Abstract

A reconnaissance refraction survey was conducted on the Grand Banks, St. Pierre Banks, Cabot Strait Trough, and Banquereau. Three stations on the Grand Banks indicate sedimentary layers ranging from 2300 to 10,700 feet in thickness. The sediments are underlain by basement rocks having velocities of 16,150–18,200 ft/sec.

A striking feature, existing on a profile running from St. Pierre Bank across Cabot Strait Trough to Banquereau, is the occurrence under the trough of a prism of sediments that thickens to almost 14,000 feet near the northeast margin where it is almost entirely truncated by basement rock.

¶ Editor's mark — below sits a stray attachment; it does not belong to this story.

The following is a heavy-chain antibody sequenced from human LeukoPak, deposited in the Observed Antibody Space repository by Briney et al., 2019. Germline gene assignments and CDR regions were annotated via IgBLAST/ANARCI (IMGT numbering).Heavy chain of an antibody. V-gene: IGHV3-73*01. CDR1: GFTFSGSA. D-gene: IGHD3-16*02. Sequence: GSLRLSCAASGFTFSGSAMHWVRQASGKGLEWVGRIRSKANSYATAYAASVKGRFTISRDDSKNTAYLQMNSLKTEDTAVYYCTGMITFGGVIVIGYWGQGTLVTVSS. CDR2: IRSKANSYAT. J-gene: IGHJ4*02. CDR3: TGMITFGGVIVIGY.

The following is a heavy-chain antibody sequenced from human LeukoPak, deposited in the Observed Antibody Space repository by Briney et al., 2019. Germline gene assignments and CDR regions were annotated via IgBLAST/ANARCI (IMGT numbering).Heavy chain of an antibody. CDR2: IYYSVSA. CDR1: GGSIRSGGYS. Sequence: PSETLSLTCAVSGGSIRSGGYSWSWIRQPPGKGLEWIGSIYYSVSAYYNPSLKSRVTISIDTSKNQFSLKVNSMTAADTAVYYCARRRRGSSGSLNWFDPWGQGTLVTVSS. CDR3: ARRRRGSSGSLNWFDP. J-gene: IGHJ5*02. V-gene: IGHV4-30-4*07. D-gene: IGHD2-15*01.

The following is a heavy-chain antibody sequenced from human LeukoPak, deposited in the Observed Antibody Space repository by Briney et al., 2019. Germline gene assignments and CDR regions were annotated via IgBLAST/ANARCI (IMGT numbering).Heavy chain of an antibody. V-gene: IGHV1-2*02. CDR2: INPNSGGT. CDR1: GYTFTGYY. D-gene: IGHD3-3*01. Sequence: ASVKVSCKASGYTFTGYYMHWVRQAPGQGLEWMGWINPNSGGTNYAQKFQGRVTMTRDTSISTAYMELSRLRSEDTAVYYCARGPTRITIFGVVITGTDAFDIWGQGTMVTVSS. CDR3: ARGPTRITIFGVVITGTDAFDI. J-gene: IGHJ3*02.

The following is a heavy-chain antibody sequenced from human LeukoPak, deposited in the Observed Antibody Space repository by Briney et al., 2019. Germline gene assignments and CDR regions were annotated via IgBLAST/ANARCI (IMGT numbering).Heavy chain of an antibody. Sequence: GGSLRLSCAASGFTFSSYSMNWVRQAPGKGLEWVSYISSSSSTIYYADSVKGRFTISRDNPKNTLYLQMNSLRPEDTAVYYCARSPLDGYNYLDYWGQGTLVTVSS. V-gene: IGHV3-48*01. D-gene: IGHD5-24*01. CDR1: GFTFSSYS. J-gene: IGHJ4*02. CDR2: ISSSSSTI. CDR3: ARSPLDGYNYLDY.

The sequence of subsurface layers found on the banks south and southeast of Newfoundland is not unlike that reported for the submerged shelf off the northeast coast of the United States and the banks off Nova Scotia. The seismic results and the recent results from dredging and coring operations support the hypothesis that the shelf off eastern North America is a depositional feature dating back to at least Lower Cretaceous time. The physiographic differences north and south of Cape Cod are believed to be due to erosion. The data suggest a structural origin for the Cabot Strait Trough, although the possibility of subsequent modification by glaciation is not ruled out.

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